The Sleep Lab Experience
We spend about a third of our life sleeping. For this reason we can deduce that sleep is a fairly important phenomenon that helps repair and restore our bodies. Often abnormalities in sleep can disturb our daytime lifestyle. Doctors may request a sleep study for a number of reasons but ultimately it is to try and determine if there is a problem occurring during a person's sleeping hours. This link is designed to help patients and their families understand what a sleep study is, why it has been requested and what might happen during their night in the sleep lab.
What is a sleep study and why might I need one?
Following an examination and a thorough history by your doctor, you may be referred to a sleep disorders specialist. Your doctor might refer you to a sleep specialist for some of the following reasons:
1. You are very sleepy during the day, even after a long nights sleep
2. Your partner reports loud snoring or breathing pauses when sleeping
3. Your partner reports you thrashing about during the night (restlessness)
4. You experience choking sensations when sleeping
5. You wake with a morning headache
6. You feel depressed and/or your memory is poor
Before a diagnosis can be made on why you might experience some of these things a sleep study or polysomnography (PSG) should be performed.
What happens at the sleep lab?
The sleep study allows extensive monitoring of your bodies' activities while you sleep and allows a sleep specialist to determine whether any abnormalities are present in your sleeping pattern, muscle activity or breathing during the night. In some instances a sleep lab may have the ability to test people in their own homes or in other areas of the hospital with portable monitoring equipment.
Some of the activities of the body monitored during a sleep study usually include the following:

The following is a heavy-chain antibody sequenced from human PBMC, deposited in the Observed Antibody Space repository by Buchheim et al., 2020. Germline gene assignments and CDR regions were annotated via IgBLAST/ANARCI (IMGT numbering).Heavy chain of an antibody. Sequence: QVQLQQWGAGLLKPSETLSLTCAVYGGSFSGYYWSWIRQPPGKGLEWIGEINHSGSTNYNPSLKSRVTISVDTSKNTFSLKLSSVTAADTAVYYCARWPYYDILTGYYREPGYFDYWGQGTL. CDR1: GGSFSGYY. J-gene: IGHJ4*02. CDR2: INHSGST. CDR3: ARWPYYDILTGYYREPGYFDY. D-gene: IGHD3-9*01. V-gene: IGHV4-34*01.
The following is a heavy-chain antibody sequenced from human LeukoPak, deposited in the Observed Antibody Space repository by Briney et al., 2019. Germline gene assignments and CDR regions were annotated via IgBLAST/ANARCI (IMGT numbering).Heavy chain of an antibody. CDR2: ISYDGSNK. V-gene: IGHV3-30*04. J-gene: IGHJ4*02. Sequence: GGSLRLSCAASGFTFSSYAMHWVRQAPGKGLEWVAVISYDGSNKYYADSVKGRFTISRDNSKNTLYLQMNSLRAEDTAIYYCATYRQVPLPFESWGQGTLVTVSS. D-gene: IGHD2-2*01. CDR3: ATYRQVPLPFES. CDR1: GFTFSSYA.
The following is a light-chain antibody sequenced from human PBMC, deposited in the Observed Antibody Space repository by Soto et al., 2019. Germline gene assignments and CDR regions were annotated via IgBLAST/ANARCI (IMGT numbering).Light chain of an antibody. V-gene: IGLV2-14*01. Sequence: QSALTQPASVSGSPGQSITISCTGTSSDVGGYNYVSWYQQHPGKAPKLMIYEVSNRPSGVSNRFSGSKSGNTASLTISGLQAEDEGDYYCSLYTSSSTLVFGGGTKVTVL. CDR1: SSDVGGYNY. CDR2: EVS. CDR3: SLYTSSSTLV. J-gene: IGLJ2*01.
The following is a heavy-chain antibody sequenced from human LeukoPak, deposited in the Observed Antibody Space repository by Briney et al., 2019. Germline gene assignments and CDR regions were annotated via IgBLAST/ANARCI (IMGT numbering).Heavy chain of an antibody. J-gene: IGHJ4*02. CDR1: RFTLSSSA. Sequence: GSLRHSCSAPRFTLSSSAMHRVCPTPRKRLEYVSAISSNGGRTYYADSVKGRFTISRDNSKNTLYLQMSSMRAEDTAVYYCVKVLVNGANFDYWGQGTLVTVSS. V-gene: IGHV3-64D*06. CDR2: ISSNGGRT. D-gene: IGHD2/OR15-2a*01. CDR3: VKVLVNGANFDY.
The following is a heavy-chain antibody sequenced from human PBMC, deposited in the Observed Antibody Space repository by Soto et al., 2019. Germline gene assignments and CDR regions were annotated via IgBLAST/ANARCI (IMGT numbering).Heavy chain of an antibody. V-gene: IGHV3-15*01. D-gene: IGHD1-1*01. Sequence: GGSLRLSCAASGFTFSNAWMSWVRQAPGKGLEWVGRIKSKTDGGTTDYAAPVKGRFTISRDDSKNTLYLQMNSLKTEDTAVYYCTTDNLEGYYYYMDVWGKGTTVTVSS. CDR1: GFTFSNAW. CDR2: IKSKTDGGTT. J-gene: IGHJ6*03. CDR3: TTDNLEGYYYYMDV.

Brain activity (electroencephalogram, EEG)
Muscle activity (electromyogram, EMG)
Heart activity (electrocardiogram, ECG)
Eye activity (electrooculogram, EOG)
Chest and stomach movements
Airflow at nose and/or mouth
Body oxygen level (light transmission through finger/ear-lobe)
If the sleep technician easily confirms that you have sleep apnea in the early part of the night you may have what is called a ‘split-night study' (half diagnosis, half titration). After about four hours of observing how you sleep the technician will wake you to initiate CPAP. While on CPAP the technician will continue to monitor you and measure the effectiveness of this treatment. This process can be done over two full nights in some cases.
Sleep techs, what do they do?
A Sleep Technician (sleep tech) is the person who works at the sleep lab and conducts the sleep study. Their job is to attach the monitoring equipment to you and then observe the recordings on a computer through the night. They are also there to ensure your safety throughout your stay and to answer any further questions you might have about the procedure.
What happens now?
Following your night in the lab, a qualified sleep specialist will analyze your sleep study. This involves isolating any irregularities in your sleep patterns or your breathing. Often they will be trying to determine if you stopped breathing while you were sleeping and if you did they will count how often this occurred. If you had a split night study they will compare your diagnostic portion to the treatment portion to determine how effective the CPAP was for you. A summary report will be prepared outlining these things and this will determine the severity of your condition. Your sleep specialist will then contact you to outline their findings, discuss with you how you felt about the CPAP and the most suitable treatment options for you.